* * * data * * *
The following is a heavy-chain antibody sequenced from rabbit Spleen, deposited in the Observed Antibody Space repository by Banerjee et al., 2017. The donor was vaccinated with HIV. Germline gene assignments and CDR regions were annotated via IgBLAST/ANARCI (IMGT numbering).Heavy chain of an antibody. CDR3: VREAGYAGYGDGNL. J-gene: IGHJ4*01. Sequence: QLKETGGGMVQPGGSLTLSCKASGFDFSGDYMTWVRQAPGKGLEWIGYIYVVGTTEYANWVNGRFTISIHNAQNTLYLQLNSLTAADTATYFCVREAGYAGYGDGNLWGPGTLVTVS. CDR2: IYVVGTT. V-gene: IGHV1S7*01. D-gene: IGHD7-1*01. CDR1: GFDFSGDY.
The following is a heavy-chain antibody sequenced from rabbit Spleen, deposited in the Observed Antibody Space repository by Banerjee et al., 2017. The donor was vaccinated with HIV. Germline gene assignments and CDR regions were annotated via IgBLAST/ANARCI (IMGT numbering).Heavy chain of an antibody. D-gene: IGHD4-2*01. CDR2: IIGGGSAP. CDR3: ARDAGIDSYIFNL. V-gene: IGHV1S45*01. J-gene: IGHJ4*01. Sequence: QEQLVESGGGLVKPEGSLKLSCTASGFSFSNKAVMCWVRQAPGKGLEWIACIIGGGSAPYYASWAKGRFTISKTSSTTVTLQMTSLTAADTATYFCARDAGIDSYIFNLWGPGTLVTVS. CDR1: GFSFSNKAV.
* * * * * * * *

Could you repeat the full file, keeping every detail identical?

The following is a heavy-chain antibody sequenced from rabbit Spleen, deposited in the Observed Antibody Space repository by Banerjee et al., 2017. The donor was vaccinated with HIV. Germline gene assignments and CDR regions were annotated via IgBLAST/ANARCI (IMGT numbering).Heavy chain of an antibody. CDR3: VREAGYAGYGDGNL. J-gene: IGHJ4*01. Sequence: QLKETGGGMVQPGGSLTLSCKASGFDFSGDYMTWVRQAPGKGLEWIGYIYVVGTTEYANWVNGRFTISIHNAQNTLYLQLNSLTAADTATYFCVREAGYAGYGDGNLWGPGTLVTVS. CDR2: IYVVGTT. V-gene: IGHV1S7*01. D-gene: IGHD7-1*01. CDR1: GFDFSGDY.
The following is a heavy-chain antibody sequenced from rabbit Spleen, deposited in the Observed Antibody Space repository by Banerjee et al., 2017. The donor was vaccinated with HIV. Germline gene assignments and CDR regions were annotated via IgBLAST/ANARCI (IMGT numbering).Heavy chain of an antibody. D-gene: IGHD4-2*01. CDR2: IIGGGSAP. CDR3: ARDAGIDSYIFNL. V-gene: IGHV1S45*01. J-gene: IGHJ4*01. Sequence: QEQLVESGGGLVKPEGSLKLSCTASGFSFSNKAVMCWVRQAPGKGLEWIACIIGGGSAPYYASWAKGRFTISKTSSTTVTLQMTSLTAADTATYFCARDAGIDSYIFNLWGPGTLVTVS. CDR1: GFSFSNKAV.